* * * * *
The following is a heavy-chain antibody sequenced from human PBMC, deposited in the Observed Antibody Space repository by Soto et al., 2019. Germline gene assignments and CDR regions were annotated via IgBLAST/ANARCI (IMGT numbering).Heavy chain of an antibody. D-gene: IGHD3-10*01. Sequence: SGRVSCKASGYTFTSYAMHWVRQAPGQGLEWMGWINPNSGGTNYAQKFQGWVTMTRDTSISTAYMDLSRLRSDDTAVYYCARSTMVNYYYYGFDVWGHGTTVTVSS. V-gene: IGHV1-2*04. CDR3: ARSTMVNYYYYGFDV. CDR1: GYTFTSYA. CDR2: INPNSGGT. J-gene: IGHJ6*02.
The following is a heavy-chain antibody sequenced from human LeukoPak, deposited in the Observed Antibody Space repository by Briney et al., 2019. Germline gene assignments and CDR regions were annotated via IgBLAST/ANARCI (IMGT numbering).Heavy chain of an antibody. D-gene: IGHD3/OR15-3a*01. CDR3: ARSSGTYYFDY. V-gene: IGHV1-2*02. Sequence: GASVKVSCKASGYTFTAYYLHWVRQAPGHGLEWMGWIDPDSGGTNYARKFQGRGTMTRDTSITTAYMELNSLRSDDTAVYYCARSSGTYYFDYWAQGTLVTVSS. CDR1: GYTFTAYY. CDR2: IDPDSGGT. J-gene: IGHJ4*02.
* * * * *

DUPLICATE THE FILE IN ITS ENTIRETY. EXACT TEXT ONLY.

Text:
The following is a heavy-chain antibody sequenced from human PBMC, deposited in the Observed Antibody Space repository by Soto et al., 2019. Germline gene assignments and CDR regions were annotated via IgBLAST/ANARCI (IMGT numbering).Heavy chain of an antibody. D-gene: IGHD3-10*01. Sequence: SGRVSCKASGYTFTSYAMHWVRQAPGQGLEWMGWINPNSGGTNYAQKFQGWVTMTRDTSISTAYMDLSRLRSDDTAVYYCARSTMVNYYYYGFDVWGHGTTVTVSS. V-gene: IGHV1-2*04. CDR3: ARSTMVNYYYYGFDV. CDR1: GYTFTSYA. CDR2: INPNSGGT. J-gene: IGHJ6*02.
The following is a heavy-chain antibody sequenced from human LeukoPak, deposited in the Observed Antibody Space repository by Briney et al., 2019. Germline gene assignments and CDR regions were annotated via IgBLAST/ANARCI (IMGT numbering).Heavy chain of an antibody. D-gene: IGHD3/OR15-3a*01. CDR3: ARSSGTYYFDY. V-gene: IGHV1-2*02. Sequence: GASVKVSCKASGYTFTAYYLHWVRQAPGHGLEWMGWIDPDSGGTNYARKFQGRGTMTRDTSITTAYMELNSLRSDDTAVYYCARSSGTYYFDYWAQGTLVTVSS. CDR1: GYTFTAYY. CDR2: IDPDSGGT. J-gene: IGHJ4*02.